Alaska to Join Lawsuit Challenging National Health Care
April 20, 2010, Juneau, Alaska - Alaska Governor Sean Parnell today announced that the State of Alaska will join 20 other states in challenging the constitutionality of recently enacted federal heath care reform legislation. Alaska Attorney General Dan Sullivan released a detailed legal memorandum in which he analyzes the potential legal claims and recommends the constitutional challenge.
"With the enactment of health care legislation, the federal government has reached well beyond the scope of its authority - into the lives and freedom of Alaskans," Governor Parnell said. "This case is ultimately about the extent to which the federal government can exert power over the states. It has critical implications for the liberty interests of all American citizens. Alaska must join this important litigation."
The Patient Protection and Affordable Care Act contains an individual mandate that requires U.S. citizens to purchase federal government-approved "qualifying" health insurance coverage beginning in 2014. Those who refuse to purchase a government-approved health insurance plan will have to pay a tax penalty of $695 per year or 2.5 percent of their annual income, whichever is higher.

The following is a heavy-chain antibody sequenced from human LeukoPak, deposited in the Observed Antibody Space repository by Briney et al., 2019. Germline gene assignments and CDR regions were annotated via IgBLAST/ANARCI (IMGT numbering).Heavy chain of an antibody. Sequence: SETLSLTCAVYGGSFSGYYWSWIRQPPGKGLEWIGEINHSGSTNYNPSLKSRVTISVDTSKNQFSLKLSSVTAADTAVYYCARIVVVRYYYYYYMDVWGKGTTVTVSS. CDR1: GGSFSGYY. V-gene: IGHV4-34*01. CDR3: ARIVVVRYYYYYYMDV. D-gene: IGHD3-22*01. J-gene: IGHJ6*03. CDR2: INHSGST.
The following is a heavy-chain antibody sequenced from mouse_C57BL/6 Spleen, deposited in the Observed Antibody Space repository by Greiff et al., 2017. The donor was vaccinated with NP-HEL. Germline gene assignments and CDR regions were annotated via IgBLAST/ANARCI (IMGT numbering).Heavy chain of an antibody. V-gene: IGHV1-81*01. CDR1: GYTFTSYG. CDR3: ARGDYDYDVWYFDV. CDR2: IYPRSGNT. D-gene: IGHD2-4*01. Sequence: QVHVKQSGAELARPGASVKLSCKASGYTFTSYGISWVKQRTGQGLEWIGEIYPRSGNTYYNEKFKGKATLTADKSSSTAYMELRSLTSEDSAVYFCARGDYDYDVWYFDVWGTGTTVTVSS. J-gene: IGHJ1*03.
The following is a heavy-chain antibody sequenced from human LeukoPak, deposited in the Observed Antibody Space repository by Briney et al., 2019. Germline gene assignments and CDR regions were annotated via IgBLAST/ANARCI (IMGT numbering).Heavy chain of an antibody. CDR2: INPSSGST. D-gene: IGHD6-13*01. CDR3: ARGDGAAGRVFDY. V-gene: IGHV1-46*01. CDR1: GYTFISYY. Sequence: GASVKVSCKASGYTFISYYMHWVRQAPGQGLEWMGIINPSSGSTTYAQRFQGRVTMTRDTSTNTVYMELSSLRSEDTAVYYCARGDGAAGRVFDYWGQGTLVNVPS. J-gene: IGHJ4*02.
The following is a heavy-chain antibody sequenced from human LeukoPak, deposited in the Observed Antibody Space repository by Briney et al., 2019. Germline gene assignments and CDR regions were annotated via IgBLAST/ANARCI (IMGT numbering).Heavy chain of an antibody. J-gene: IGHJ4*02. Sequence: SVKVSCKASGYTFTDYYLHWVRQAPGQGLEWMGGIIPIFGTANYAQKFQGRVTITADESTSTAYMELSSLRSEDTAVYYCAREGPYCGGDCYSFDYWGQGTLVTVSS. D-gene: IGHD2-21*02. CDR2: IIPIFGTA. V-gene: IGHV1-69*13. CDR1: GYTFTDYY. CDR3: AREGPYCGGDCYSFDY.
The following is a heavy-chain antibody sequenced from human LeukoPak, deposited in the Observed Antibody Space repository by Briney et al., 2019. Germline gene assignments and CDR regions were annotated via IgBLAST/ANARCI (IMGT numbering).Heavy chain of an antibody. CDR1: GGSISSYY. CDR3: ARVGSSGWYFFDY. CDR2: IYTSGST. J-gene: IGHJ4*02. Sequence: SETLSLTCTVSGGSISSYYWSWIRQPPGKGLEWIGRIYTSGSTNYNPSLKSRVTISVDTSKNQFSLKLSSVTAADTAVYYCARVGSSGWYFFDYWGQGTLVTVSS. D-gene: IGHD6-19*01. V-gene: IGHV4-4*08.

The individual mandate is an unprecedented federal action," said Attorney General Sullivan. "Never before has the federal government required people to buy a good or service as a condition of being a lawful resident in the United States. The authority to require American citizens to comply with this mandate should be challenged as beyond the scope of Congress' Commerce Clause powers as enumerated in Article I of the Constitution. By joining this suit, we are defending the bedrock constitutional principles of federalism, limited government, and individual liberty."
The governor emphasized that the decision to sue is more about Alaskans' liberty interests than about health care legislation. "Health insurance coverage is not in the public interest if it's achieved through a constitutional short-cut that expands federal power at the expense of states' rights and the liberties of citizens," he said.
The Department of Law's 48-page legal memorandum analyzing the federal health care legislation found that most of the legal theories challenging the federal act do not raise serious constitutional issues. The department concluded that the individual mandate was the most troubling and constitutionally suspect provision of the federal act.
The Department of Law's constitutional analysis of the federal health care bill is available at the following links:
For more information, contact Bill McAllister at the Department of Law 269-4179.